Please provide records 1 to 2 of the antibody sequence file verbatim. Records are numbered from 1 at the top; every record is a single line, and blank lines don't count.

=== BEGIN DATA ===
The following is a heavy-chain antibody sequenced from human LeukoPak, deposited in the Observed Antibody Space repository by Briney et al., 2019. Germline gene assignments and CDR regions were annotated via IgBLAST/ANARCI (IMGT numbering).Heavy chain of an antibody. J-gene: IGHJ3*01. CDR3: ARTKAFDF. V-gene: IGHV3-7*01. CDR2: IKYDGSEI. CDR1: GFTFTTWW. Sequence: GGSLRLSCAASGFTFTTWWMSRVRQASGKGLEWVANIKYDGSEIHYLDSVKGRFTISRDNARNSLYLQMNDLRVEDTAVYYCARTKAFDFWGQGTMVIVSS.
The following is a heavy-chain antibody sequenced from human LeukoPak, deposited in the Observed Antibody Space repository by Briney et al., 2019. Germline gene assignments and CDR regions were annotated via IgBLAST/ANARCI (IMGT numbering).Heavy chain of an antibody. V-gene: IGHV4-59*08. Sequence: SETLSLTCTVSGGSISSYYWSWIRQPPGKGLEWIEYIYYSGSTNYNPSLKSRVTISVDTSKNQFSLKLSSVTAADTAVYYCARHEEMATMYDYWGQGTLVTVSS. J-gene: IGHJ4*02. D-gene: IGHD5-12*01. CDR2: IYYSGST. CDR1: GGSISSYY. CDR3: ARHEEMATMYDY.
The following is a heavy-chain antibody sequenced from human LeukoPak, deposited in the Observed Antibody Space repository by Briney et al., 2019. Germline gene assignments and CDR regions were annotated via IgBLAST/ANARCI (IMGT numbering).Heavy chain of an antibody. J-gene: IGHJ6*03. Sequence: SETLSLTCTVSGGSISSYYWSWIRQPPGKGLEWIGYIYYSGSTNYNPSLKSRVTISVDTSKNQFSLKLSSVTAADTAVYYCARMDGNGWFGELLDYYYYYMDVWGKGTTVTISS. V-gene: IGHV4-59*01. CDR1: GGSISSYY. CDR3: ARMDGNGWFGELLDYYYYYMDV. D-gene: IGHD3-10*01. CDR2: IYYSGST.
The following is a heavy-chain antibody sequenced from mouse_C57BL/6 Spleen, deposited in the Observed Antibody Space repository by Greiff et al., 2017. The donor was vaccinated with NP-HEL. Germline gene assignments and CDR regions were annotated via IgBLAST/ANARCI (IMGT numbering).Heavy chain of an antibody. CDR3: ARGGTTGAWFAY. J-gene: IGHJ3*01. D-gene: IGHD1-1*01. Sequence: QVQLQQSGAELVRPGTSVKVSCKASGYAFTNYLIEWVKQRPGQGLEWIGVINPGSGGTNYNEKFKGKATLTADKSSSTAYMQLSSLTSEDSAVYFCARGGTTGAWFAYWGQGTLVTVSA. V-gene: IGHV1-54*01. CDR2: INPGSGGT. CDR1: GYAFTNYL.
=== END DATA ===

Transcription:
The following is a heavy-chain antibody sequenced from human LeukoPak, deposited in the Observed Antibody Space repository by Briney et al., 2019. Germline gene assignments and CDR regions were annotated via IgBLAST/ANARCI (IMGT numbering).Heavy chain of an antibody. J-gene: IGHJ3*01. CDR3: ARTKAFDF. V-gene: IGHV3-7*01. CDR2: IKYDGSEI. CDR1: GFTFTTWW. Sequence: GGSLRLSCAASGFTFTTWWMSRVRQASGKGLEWVANIKYDGSEIHYLDSVKGRFTISRDNARNSLYLQMNDLRVEDTAVYYCARTKAFDFWGQGTMVIVSS.
The following is a heavy-chain antibody sequenced from human LeukoPak, deposited in the Observed Antibody Space repository by Briney et al., 2019. Germline gene assignments and CDR regions were annotated via IgBLAST/ANARCI (IMGT numbering).Heavy chain of an antibody. V-gene: IGHV4-59*08. Sequence: SETLSLTCTVSGGSISSYYWSWIRQPPGKGLEWIEYIYYSGSTNYNPSLKSRVTISVDTSKNQFSLKLSSVTAADTAVYYCARHEEMATMYDYWGQGTLVTVSS. J-gene: IGHJ4*02. D-gene: IGHD5-12*01. CDR2: IYYSGST. CDR1: GGSISSYY. CDR3: ARHEEMATMYDY.